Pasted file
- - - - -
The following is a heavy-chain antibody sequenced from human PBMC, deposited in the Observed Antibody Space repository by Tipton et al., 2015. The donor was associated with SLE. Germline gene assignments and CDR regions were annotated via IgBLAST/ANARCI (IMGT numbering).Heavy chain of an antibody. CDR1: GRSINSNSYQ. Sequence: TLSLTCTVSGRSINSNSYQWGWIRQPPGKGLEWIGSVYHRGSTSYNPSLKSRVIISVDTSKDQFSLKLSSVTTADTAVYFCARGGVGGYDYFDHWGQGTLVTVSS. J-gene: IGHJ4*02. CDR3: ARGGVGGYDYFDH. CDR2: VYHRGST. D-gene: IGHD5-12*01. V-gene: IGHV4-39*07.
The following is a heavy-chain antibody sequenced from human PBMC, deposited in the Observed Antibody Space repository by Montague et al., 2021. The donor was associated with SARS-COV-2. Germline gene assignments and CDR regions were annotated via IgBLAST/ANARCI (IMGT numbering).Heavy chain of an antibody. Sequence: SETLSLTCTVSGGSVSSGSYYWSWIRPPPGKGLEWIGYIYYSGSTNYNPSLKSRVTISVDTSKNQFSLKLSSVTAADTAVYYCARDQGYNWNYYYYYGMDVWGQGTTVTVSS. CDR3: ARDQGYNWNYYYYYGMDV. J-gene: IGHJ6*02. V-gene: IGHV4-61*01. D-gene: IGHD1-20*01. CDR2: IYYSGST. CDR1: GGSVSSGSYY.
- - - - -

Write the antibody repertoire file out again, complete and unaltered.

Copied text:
The following is a heavy-chain antibody sequenced from human PBMC, deposited in the Observed Antibody Space repository by Tipton et al., 2015. The donor was associated with SLE. Germline gene assignments and CDR regions were annotated via IgBLAST/ANARCI (IMGT numbering).Heavy chain of an antibody. CDR1: GRSINSNSYQ. Sequence: TLSLTCTVSGRSINSNSYQWGWIRQPPGKGLEWIGSVYHRGSTSYNPSLKSRVIISVDTSKDQFSLKLSSVTTADTAVYFCARGGVGGYDYFDHWGQGTLVTVSS. J-gene: IGHJ4*02. CDR3: ARGGVGGYDYFDH. CDR2: VYHRGST. D-gene: IGHD5-12*01. V-gene: IGHV4-39*07.
The following is a heavy-chain antibody sequenced from human PBMC, deposited in the Observed Antibody Space repository by Montague et al., 2021. The donor was associated with SARS-COV-2. Germline gene assignments and CDR regions were annotated via IgBLAST/ANARCI (IMGT numbering).Heavy chain of an antibody. Sequence: SETLSLTCTVSGGSVSSGSYYWSWIRPPPGKGLEWIGYIYYSGSTNYNPSLKSRVTISVDTSKNQFSLKLSSVTAADTAVYYCARDQGYNWNYYYYYGMDVWGQGTTVTVSS. CDR3: ARDQGYNWNYYYYYGMDV. J-gene: IGHJ6*02. V-gene: IGHV4-61*01. D-gene: IGHD1-20*01. CDR2: IYYSGST. CDR1: GGSVSSGSYY.